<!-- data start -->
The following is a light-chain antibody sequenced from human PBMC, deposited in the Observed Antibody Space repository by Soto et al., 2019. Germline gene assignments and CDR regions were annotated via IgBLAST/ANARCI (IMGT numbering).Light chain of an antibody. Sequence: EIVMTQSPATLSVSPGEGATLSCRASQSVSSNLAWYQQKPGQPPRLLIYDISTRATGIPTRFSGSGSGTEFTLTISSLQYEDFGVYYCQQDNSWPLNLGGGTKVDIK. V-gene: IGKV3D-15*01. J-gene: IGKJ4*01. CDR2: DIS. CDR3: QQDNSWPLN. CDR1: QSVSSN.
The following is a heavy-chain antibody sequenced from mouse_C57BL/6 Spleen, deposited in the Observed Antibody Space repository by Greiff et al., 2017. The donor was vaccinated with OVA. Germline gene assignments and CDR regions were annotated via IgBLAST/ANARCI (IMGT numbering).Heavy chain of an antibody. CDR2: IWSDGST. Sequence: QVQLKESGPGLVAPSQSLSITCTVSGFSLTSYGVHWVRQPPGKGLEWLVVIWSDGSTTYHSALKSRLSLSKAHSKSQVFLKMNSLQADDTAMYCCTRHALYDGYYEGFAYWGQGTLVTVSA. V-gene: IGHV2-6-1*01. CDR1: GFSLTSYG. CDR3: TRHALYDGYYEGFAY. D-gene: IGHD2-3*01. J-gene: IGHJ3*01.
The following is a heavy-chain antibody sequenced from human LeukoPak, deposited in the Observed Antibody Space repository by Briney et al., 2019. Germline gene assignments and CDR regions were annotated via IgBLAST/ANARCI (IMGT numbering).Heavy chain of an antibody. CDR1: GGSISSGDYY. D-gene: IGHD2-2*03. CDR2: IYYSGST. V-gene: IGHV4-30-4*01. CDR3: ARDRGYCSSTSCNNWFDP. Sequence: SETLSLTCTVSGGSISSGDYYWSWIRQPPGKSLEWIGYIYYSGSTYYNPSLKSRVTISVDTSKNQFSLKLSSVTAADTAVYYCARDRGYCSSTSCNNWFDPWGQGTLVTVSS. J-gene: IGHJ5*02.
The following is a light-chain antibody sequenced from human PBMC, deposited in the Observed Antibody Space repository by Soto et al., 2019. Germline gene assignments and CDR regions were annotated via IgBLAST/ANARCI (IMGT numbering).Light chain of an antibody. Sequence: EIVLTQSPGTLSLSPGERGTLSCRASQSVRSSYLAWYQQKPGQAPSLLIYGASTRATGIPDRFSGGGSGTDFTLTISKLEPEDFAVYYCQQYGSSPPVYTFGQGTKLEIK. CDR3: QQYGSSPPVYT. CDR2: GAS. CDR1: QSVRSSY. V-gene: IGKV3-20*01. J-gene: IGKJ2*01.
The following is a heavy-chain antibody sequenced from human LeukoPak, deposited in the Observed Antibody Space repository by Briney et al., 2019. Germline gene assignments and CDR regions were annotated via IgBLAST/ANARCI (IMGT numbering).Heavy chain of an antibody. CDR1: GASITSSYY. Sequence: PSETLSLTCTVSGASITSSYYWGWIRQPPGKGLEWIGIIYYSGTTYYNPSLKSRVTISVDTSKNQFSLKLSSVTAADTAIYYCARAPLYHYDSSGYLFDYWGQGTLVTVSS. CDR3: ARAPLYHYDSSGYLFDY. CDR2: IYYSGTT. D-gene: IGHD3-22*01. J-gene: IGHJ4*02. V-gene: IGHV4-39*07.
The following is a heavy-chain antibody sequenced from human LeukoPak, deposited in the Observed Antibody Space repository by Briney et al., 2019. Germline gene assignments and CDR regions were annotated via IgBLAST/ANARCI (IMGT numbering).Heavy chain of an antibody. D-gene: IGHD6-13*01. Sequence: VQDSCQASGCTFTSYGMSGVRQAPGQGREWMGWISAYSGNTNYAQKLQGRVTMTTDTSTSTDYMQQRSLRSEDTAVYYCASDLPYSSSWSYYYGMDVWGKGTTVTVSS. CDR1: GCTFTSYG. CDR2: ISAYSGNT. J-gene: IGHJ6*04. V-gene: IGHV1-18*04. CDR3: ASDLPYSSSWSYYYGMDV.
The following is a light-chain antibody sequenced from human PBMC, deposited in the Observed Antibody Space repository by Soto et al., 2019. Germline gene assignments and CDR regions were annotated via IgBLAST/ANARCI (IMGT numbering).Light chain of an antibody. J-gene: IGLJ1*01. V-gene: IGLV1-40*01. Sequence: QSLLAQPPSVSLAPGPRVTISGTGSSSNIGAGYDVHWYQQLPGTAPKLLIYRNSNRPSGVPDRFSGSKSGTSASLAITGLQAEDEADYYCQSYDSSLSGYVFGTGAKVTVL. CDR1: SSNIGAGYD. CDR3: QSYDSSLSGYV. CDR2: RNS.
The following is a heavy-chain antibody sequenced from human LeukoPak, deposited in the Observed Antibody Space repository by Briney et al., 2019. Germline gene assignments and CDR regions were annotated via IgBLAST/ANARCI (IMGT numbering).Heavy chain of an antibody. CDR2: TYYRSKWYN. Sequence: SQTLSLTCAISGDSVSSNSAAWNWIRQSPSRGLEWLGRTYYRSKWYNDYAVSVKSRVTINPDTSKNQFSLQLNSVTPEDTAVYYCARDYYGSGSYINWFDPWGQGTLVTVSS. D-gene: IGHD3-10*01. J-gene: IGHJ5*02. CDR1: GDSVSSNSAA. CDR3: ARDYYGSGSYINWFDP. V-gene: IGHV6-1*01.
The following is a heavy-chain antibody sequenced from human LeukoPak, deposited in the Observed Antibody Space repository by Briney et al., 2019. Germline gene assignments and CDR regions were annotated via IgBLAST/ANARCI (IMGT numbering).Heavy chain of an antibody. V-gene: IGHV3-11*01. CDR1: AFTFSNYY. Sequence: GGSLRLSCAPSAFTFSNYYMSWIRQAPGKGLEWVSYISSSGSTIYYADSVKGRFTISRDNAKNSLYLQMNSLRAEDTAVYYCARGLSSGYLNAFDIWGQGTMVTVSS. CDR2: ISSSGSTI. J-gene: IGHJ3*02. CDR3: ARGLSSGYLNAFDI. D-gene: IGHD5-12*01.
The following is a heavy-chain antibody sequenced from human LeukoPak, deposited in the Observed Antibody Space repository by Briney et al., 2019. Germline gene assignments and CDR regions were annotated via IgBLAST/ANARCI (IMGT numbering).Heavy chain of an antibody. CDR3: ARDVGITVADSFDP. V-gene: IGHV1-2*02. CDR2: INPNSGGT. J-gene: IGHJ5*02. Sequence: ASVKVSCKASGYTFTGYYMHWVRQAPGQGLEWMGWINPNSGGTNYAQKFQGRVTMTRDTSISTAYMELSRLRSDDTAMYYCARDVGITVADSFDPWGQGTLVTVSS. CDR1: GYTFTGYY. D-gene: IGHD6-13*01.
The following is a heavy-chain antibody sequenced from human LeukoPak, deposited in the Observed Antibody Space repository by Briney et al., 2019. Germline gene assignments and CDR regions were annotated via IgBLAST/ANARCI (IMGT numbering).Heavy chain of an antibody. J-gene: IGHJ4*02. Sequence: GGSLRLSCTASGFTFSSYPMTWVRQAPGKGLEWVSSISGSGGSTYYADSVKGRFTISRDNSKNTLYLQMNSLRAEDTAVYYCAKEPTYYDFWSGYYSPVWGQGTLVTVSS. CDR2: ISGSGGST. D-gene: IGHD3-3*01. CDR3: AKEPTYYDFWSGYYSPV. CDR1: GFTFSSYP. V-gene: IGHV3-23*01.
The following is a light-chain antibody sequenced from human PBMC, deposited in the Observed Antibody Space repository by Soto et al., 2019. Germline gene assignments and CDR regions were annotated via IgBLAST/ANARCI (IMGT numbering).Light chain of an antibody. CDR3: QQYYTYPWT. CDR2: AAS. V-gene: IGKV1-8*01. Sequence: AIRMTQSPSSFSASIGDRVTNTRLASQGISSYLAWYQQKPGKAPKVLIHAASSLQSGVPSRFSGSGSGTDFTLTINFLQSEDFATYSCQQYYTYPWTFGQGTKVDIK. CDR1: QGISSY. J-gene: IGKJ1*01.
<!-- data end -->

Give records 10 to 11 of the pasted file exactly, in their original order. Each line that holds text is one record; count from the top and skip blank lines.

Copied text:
The following is a heavy-chain antibody sequenced from human LeukoPak, deposited in the Observed Antibody Space repository by Briney et al., 2019. Germline gene assignments and CDR regions were annotated via IgBLAST/ANARCI (IMGT numbering).Heavy chain of an antibody. CDR3: ARDVGITVADSFDP. V-gene: IGHV1-2*02. CDR2: INPNSGGT. J-gene: IGHJ5*02. Sequence: ASVKVSCKASGYTFTGYYMHWVRQAPGQGLEWMGWINPNSGGTNYAQKFQGRVTMTRDTSISTAYMELSRLRSDDTAMYYCARDVGITVADSFDPWGQGTLVTVSS. CDR1: GYTFTGYY. D-gene: IGHD6-13*01.
The following is a heavy-chain antibody sequenced from human LeukoPak, deposited in the Observed Antibody Space repository by Briney et al., 2019. Germline gene assignments and CDR regions were annotated via IgBLAST/ANARCI (IMGT numbering).Heavy chain of an antibody. J-gene: IGHJ4*02. Sequence: GGSLRLSCTASGFTFSSYPMTWVRQAPGKGLEWVSSISGSGGSTYYADSVKGRFTISRDNSKNTLYLQMNSLRAEDTAVYYCAKEPTYYDFWSGYYSPVWGQGTLVTVSS. CDR2: ISGSGGST. D-gene: IGHD3-3*01. CDR3: AKEPTYYDFWSGYYSPV. CDR1: GFTFSSYP. V-gene: IGHV3-23*01.